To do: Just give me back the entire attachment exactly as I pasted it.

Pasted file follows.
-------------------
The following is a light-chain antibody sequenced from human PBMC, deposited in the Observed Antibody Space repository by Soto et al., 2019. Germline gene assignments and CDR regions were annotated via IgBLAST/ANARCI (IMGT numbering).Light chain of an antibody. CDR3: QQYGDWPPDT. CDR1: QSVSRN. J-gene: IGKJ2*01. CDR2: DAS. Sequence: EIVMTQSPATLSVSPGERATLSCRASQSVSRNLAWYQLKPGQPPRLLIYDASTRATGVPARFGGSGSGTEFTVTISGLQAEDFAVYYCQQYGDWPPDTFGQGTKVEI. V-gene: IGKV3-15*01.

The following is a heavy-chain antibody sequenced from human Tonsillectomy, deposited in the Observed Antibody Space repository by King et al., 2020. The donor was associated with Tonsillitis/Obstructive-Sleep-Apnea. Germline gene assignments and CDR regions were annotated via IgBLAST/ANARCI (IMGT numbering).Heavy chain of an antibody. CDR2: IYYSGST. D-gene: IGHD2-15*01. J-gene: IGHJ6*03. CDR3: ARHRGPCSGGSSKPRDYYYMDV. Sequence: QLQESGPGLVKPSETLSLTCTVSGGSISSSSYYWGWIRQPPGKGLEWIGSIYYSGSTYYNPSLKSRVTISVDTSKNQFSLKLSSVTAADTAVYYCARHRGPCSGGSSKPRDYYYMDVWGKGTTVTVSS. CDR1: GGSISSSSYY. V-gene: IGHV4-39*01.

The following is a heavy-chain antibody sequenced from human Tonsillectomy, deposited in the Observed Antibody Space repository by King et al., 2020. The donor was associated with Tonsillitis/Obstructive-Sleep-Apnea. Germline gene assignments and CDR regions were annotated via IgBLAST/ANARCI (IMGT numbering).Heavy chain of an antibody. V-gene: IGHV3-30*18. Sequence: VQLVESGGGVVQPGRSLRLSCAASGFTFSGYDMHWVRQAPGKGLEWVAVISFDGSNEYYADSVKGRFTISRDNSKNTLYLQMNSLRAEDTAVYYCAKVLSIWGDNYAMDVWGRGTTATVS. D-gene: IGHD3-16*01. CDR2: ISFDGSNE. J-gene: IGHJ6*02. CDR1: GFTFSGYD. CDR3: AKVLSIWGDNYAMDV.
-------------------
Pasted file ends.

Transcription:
The following is a light-chain antibody sequenced from human PBMC, deposited in the Observed Antibody Space repository by Soto et al., 2019. Germline gene assignments and CDR regions were annotated via IgBLAST/ANARCI (IMGT numbering).Light chain of an antibody. CDR3: QQYGDWPPDT. CDR1: QSVSRN. J-gene: IGKJ2*01. CDR2: DAS. Sequence: EIVMTQSPATLSVSPGERATLSCRASQSVSRNLAWYQLKPGQPPRLLIYDASTRATGVPARFGGSGSGTEFTVTISGLQAEDFAVYYCQQYGDWPPDTFGQGTKVEI. V-gene: IGKV3-15*01.

The following is a heavy-chain antibody sequenced from human Tonsillectomy, deposited in the Observed Antibody Space repository by King et al., 2020. The donor was associated with Tonsillitis/Obstructive-Sleep-Apnea. Germline gene assignments and CDR regions were annotated via IgBLAST/ANARCI (IMGT numbering).Heavy chain of an antibody. CDR2: IYYSGST. D-gene: IGHD2-15*01. J-gene: IGHJ6*03. CDR3: ARHRGPCSGGSSKPRDYYYMDV. Sequence: QLQESGPGLVKPSETLSLTCTVSGGSISSSSYYWGWIRQPPGKGLEWIGSIYYSGSTYYNPSLKSRVTISVDTSKNQFSLKLSSVTAADTAVYYCARHRGPCSGGSSKPRDYYYMDVWGKGTTVTVSS. CDR1: GGSISSSSYY. V-gene: IGHV4-39*01.

The following is a heavy-chain antibody sequenced from human Tonsillectomy, deposited in the Observed Antibody Space repository by King et al., 2020. The donor was associated with Tonsillitis/Obstructive-Sleep-Apnea. Germline gene assignments and CDR regions were annotated via IgBLAST/ANARCI (IMGT numbering).Heavy chain of an antibody. V-gene: IGHV3-30*18. Sequence: VQLVESGGGVVQPGRSLRLSCAASGFTFSGYDMHWVRQAPGKGLEWVAVISFDGSNEYYADSVKGRFTISRDNSKNTLYLQMNSLRAEDTAVYYCAKVLSIWGDNYAMDVWGRGTTATVS. D-gene: IGHD3-16*01. CDR2: ISFDGSNE. J-gene: IGHJ6*02. CDR1: GFTFSGYD. CDR3: AKVLSIWGDNYAMDV.